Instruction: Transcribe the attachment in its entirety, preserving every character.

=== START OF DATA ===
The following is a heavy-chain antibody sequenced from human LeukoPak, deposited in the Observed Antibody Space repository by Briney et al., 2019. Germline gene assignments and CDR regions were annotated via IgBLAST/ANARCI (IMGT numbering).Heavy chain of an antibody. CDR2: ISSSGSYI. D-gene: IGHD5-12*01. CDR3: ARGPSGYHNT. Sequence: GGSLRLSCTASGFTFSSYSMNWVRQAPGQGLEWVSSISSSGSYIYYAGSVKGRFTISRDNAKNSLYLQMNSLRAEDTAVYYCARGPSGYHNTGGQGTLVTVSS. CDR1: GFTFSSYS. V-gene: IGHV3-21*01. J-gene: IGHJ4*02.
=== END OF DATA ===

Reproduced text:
The following is a heavy-chain antibody sequenced from human LeukoPak, deposited in the Observed Antibody Space repository by Briney et al., 2019. Germline gene assignments and CDR regions were annotated via IgBLAST/ANARCI (IMGT numbering).Heavy chain of an antibody. CDR2: ISSSGSYI. D-gene: IGHD5-12*01. CDR3: ARGPSGYHNT. Sequence: GGSLRLSCTASGFTFSSYSMNWVRQAPGQGLEWVSSISSSGSYIYYAGSVKGRFTISRDNAKNSLYLQMNSLRAEDTAVYYCARGPSGYHNTGGQGTLVTVSS. CDR1: GFTFSSYS. V-gene: IGHV3-21*01. J-gene: IGHJ4*02.